Poland demonstrated the SafetyNet system to the Leominster Fire Department on Wednesday, connecting an antenna to the tracking system.

SafetyNet VP of Operations Ralph Poland (left) finds ‘lost’ Leominster Fire Department Acting Lt. Vincent Alia (r.) Demonstrating the tracking system to Leominster Mayor Dean Mazzarella (second from left) LFD / EMT firefighter Rick Cormier, and other public safety personnel Wednesday at the Leominster Fire Department. (DANIELLE RAY / SENTINELLE & COMPANY)

“It is starting to eliminate the area around,” Poland said of the pings and sounds heard. He said the search area covered on the ground with a portable antenna is one mile – from a helicopter, such as a State Police helicopter, it is five to seven miles.

Mazzarella, along with firefighters and police, saw the ‘lost’ Leominster Fire Department Lt. Vincent Alia, who was wearing a SafetyNet watch, was located on the street within minutes, which was captured by a Leominster Access Television team.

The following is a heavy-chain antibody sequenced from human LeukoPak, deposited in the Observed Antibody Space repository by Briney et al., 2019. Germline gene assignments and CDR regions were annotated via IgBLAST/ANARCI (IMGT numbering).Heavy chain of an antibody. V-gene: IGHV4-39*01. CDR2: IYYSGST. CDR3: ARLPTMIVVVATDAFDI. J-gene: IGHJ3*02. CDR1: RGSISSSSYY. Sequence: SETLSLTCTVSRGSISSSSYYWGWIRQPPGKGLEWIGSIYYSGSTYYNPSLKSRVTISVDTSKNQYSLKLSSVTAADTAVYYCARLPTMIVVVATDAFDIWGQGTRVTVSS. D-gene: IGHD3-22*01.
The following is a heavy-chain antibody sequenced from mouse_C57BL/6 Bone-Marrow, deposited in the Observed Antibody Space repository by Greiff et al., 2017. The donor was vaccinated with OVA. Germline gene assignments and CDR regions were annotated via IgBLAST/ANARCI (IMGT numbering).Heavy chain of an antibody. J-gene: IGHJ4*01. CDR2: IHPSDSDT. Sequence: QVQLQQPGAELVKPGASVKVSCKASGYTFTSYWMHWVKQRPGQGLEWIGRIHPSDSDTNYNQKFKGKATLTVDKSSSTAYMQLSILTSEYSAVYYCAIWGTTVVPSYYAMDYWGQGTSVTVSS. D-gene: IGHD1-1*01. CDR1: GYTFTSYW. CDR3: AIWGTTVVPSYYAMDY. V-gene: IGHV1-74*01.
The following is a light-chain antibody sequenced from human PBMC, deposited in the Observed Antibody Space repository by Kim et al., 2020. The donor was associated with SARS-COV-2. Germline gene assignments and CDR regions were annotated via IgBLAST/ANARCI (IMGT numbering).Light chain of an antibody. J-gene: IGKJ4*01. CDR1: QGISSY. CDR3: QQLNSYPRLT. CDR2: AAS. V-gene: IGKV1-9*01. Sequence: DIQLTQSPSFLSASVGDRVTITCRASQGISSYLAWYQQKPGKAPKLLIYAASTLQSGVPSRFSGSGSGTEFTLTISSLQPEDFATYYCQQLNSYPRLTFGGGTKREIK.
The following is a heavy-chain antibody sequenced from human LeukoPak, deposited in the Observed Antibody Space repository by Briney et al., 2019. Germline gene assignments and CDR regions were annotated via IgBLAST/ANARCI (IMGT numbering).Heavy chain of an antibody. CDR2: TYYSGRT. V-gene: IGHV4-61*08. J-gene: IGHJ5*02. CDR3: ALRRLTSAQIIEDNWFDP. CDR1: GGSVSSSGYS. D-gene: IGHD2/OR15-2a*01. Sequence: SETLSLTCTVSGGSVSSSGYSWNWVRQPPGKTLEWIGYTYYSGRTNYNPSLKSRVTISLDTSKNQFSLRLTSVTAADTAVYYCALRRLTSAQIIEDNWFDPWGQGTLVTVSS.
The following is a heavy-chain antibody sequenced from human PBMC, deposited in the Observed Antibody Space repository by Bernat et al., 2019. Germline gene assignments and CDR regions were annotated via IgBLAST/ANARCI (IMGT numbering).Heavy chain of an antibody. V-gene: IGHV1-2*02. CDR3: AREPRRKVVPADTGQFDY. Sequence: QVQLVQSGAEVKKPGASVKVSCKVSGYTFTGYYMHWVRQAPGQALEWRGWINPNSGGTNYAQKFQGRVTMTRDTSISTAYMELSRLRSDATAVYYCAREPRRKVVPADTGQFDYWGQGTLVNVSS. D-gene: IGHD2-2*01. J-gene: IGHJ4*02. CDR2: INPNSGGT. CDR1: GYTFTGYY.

“It saves lives,” Poland said. “We found people within minutes, children hiding in closets, people lost in the woods, people with autism who ran away or wandered around.”

Poland has published impressive statistics on the monitoring system. There have been over 960 search and rescue calls since SafetyNet launched in 2008 – everyone involved has been located and no one has died. He said the average search time is less than 30 minutes, and often closer to 15 or 20 minutes.

“If there is water nearby or in cold weather, we have to act quickly,” said Firefighter / EMT Rick Cormier, who is responsible for the information technology for the service.

Poland said SafetyNet has a presence in 26 states and has “full and comprehensive coverage” in Massachusetts and Connecticut with a series of state police and fire departments all connected by a hub. calls from Boston.

“This saves agencies thousands of dollars in search and rescue costs,” he said.